Multistate E. coli Outbreak Linked to Romaine Lettuce
As of June 28, 2018, Marler Clark has been retained by E. coli victims from Arizona, California, Colorado, Connecticut, Florida, Idaho, Illinois, Maryland, Missouri, Montana, New Jersey, New York, North Carolina, Pennsylvania, Texas, Utah, Washington, Wisconsin, and West Virginia.
UPDATE: CDC warning extended to all romaine (whole and chopped) grown in Yuma, Arizona
This outbreak appears to be over as of June 28, 2018.
Epidemiologic, laboratory, and traceback evidence indicated that romaine lettuce from the Yuma growing region was the likely source of this outbreak.
The FDA and state and local regulatory officials traced the romaine lettuce to many farms in the Yuma growing region. The FDA, along with CDC and state partners, started an environmental assessment in the Yuma growing region and collected samples of water, soil, and manure. CDC laboratory testing identified the outbreak strain of E. coli O157:H7 in water samples taken from a canal in the Yuma growing region. WGS showed that the E. coli O157:H7 found in the canal water is closely related genetically to the E. coli O157:H7 from ill people. Laboratory testing for other environmental samples is continuing. FDA is continuing to investigate to learn more about how the E. coli bacteria could have entered the water and ways this water could have contaminated romaine lettuce in the region.
As of June 27, 2018, 210 people infected with the outbreak strain of E. coli O157:H7 were reported from 36 states. Illnesses started on dates ranging from March 13, 2018 to June 6, 2018. Ill people ranged in age from 1 to 88 years, with a median age of 28. Sixty-seven percent of ill people were female. Of 201 people with information available, 96 (48%) were hospitalized, including 27 people who developed hemolytic uremic syndrome, a type of kidney failure. Five deaths were reported from Arkansas, California, Minnesota (2), and New York. (PHAC) identified ill people in several Canadian provinces infected with the same DNA fingerprint of E. coliO157:H7. On June 22, 2018, PHAC reported that the outbreak in Canada appears to be over.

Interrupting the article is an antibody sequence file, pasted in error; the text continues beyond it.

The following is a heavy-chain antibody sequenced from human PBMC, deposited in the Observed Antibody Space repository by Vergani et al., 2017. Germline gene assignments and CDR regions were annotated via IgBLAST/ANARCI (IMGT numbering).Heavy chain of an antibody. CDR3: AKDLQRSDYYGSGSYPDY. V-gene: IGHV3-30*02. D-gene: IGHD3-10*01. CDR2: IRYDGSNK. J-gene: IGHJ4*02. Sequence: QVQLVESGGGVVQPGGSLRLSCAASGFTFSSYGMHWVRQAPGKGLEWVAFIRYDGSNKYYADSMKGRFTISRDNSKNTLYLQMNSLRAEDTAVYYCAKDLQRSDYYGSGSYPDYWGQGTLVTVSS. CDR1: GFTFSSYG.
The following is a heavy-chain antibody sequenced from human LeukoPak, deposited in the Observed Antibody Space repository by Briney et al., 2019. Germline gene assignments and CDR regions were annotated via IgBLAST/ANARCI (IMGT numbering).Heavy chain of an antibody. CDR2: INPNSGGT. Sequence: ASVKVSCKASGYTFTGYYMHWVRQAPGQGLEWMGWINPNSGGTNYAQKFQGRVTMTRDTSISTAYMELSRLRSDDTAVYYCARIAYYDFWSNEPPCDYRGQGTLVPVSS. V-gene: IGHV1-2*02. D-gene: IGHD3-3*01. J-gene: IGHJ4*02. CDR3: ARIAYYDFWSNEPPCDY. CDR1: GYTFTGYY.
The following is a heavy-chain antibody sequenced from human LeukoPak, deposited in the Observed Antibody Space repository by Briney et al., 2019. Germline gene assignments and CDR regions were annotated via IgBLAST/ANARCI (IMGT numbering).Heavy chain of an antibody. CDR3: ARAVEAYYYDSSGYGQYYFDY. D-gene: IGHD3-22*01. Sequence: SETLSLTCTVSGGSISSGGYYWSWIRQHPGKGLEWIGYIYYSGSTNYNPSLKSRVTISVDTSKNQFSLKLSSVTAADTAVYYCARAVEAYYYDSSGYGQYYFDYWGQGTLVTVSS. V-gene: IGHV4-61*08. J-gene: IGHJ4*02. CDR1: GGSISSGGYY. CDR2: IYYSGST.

The current outbreak is not related to a recent 2017 multistate outbreak of E. coli O157:H7 infections linked to leafy greens. People in the previous outbreak were infected with a different DNA fingerprint of E. coli O157:H7 bacteria.
Marler Clark, The Food Safety Law Firm, is the nation’s leading law firm representing victims of E. coli outbreaks and hemolytic uremic syndrome (HUS). The E. coli lawyers of Marler Clark have represented thousands of victims of E. coli and other foodborne illness infections and have recovered over $650 million for clients. Marler Clark is the only law firm in the nation with a practice focused exclusively on foodborne illness litigation. Our E. coli lawyers have litigated E. coli and HUS cases stemming from outbreaks traced to ground beef, raw milk, lettuce, spinach, sprouts, and other food products. The law firm has brought E. coli lawsuits against such companies as Jack in the Box, Dole, ConAgra, Cargill, and Jimmy John’s. We have proudly represented such victims as Brianne Kiner, Stephanie Smith and Linda Rivera.
If you or a family member became ill with an E. coli infection or HUS after consuming food and you’re interested in pursuing a legal claim, contact the Marler Clark E. coli attorneys for a free case evaluation.